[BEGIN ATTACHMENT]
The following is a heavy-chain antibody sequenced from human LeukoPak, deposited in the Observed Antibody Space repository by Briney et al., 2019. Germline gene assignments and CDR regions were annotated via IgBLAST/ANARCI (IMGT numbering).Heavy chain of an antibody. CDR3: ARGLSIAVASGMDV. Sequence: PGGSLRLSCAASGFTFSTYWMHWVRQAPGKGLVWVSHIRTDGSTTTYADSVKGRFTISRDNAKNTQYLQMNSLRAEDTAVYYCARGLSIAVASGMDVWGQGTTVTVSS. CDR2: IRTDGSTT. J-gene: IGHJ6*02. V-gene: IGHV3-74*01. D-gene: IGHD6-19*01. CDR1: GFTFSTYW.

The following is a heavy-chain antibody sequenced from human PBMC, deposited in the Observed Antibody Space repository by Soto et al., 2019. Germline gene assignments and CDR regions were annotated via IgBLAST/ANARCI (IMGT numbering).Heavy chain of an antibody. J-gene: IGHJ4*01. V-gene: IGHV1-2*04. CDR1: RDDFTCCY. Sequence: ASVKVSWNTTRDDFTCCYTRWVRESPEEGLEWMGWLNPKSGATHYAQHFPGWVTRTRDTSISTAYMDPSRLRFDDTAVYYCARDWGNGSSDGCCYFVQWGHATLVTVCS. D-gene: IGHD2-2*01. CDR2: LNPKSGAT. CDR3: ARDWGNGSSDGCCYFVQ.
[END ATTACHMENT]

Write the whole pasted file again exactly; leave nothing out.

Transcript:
The following is a heavy-chain antibody sequenced from human LeukoPak, deposited in the Observed Antibody Space repository by Briney et al., 2019. Germline gene assignments and CDR regions were annotated via IgBLAST/ANARCI (IMGT numbering).Heavy chain of an antibody. CDR3: ARGLSIAVASGMDV. Sequence: PGGSLRLSCAASGFTFSTYWMHWVRQAPGKGLVWVSHIRTDGSTTTYADSVKGRFTISRDNAKNTQYLQMNSLRAEDTAVYYCARGLSIAVASGMDVWGQGTTVTVSS. CDR2: IRTDGSTT. J-gene: IGHJ6*02. V-gene: IGHV3-74*01. D-gene: IGHD6-19*01. CDR1: GFTFSTYW.

The following is a heavy-chain antibody sequenced from human PBMC, deposited in the Observed Antibody Space repository by Soto et al., 2019. Germline gene assignments and CDR regions were annotated via IgBLAST/ANARCI (IMGT numbering).Heavy chain of an antibody. J-gene: IGHJ4*01. V-gene: IGHV1-2*04. CDR1: RDDFTCCY. Sequence: ASVKVSWNTTRDDFTCCYTRWVRESPEEGLEWMGWLNPKSGATHYAQHFPGWVTRTRDTSISTAYMDPSRLRFDDTAVYYCARDWGNGSSDGCCYFVQWGHATLVTVCS. D-gene: IGHD2-2*01. CDR2: LNPKSGAT. CDR3: ARDWGNGSSDGCCYFVQ.